Thursday Thought: Why Do Millennials Waste So Much Food?

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With our desire for Insta-worthy food-snaps, unusual recipes and exotic ingredients millennials are undeniably obsessed with food. Being keen to try new things is making dieting more exciting than ever, but are there consequences to our food consumption behaviours? According to a new study, yes. It appears that millennials are the driving force behind the UK’s growing mass of food waste. Nerve Online explores why. 

With varying attitudes towards food, this generation born early mid 1980’s to mid 1990’s, is adding to the UK’s 7 million tonne food waste pile. Why? We are trying more unusual recipes with exotic ingredients that are harder to reuse.

Our food bills are higher than ever

Essentially, millennials focus more on the appearance and taste of their food and don’t consider the amount of food they end up throwing away.

You are what you eat, or are you?

A study of around 5000 people by Sainsbury’s showed that those aged between 18 and 34

‘live to eat’ rather than ‘eating to live’.

Food isn’t a necessity, it’s more about the pleasure. This results in higher shopping bills and more food being wasted.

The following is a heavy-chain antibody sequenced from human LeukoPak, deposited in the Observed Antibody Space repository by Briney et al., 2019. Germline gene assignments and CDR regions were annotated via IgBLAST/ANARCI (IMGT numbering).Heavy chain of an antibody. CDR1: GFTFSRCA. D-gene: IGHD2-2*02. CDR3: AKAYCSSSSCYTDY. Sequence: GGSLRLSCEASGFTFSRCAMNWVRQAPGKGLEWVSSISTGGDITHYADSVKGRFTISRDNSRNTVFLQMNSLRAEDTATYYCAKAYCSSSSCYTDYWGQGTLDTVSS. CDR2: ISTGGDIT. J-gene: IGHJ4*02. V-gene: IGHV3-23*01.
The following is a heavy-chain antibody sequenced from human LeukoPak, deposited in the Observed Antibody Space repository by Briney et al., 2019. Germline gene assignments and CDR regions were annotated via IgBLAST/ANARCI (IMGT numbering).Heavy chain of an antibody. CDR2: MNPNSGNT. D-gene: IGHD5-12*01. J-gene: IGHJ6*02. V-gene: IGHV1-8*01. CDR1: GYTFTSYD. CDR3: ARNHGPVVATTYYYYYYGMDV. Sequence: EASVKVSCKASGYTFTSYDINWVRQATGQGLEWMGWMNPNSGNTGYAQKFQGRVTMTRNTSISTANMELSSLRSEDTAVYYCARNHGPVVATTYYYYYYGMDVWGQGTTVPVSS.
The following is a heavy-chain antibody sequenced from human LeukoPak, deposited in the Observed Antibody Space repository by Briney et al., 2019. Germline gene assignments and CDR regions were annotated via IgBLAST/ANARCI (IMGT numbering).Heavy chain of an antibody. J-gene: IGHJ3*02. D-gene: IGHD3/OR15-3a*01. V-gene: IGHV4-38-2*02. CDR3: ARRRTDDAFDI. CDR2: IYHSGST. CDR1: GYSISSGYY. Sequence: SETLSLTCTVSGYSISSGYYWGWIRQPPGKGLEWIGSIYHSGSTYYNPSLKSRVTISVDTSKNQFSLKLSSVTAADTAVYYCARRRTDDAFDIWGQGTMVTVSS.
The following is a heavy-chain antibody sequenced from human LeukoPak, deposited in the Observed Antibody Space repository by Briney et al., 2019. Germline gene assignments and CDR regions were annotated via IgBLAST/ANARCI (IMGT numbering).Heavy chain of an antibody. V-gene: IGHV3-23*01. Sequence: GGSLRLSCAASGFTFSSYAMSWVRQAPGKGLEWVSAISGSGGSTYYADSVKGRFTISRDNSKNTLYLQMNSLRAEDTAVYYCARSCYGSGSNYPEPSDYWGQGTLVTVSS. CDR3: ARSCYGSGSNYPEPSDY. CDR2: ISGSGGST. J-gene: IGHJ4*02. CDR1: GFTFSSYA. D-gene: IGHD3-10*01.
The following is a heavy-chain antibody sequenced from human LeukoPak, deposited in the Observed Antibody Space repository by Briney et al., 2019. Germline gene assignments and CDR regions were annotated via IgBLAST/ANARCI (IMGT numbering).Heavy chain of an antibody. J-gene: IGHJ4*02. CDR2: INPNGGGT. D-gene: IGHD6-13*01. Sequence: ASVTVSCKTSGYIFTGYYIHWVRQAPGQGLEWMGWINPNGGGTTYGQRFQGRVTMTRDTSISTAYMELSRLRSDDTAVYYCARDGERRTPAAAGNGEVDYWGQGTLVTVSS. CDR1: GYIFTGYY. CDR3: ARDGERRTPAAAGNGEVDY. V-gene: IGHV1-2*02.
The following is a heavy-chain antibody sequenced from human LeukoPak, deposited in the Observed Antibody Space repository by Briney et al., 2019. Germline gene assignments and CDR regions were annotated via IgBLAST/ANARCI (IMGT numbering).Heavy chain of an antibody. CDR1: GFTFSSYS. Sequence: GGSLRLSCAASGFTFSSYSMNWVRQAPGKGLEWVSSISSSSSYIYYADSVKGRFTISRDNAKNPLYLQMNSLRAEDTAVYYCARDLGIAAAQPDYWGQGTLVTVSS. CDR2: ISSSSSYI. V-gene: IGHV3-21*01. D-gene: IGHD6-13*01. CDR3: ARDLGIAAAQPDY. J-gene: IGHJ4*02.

The study also exposed that 40% of over 65’s state they never waste food. This is compared to 17% of those under 35. It showed that older consumers are more likely to eat purely for necessity and produce less waste. This is the result of  them being used to post-war rationing.

So, how do we waste so much?

Bad planning is also a reason why 20% of under 35’s are wasting food after doing big food shops. According to Dr Polly Russell, how we value choice and money in relation to food is the real reason for a post-war increase in household food.

Variety is the spice of life

Most people today, particularly younger generations, demand variety when it comes to food. As a result we’ve gained a broader and more exciting diet.

According to Russell,

with an ever-changing menu it is harder to control food waste and it is more challenging to plan ahead.

Increased working hours and busy lifestyles also mean that people these days have less time to think about food. As a result, they are less likely than previous generations to spend the time required to properly manage food supplies and use up leftovers.

Can we improve?

Efforts to combat food waste seem to be decreasing in recent years according to the Waste and Resources Action Programme. 7.3 million tonnes of food was thrown away in 2015 compared to only 7 million tonnes wasted in 2012. But, are we just hindering this progress?

Should we ditch the insta-worthy dishes and follow the “live with what we have” ethos? Do we need to stick to the basics and avoid the exotic? Or, do we just need to be more mindful of how we consume this food? Maybe, it’s just a case of an insta-worthy meal one day, and a not so picturesque bowl of leftovers the next day.

It might just be time to step out of the Instagram limelight and live like the poor students we are.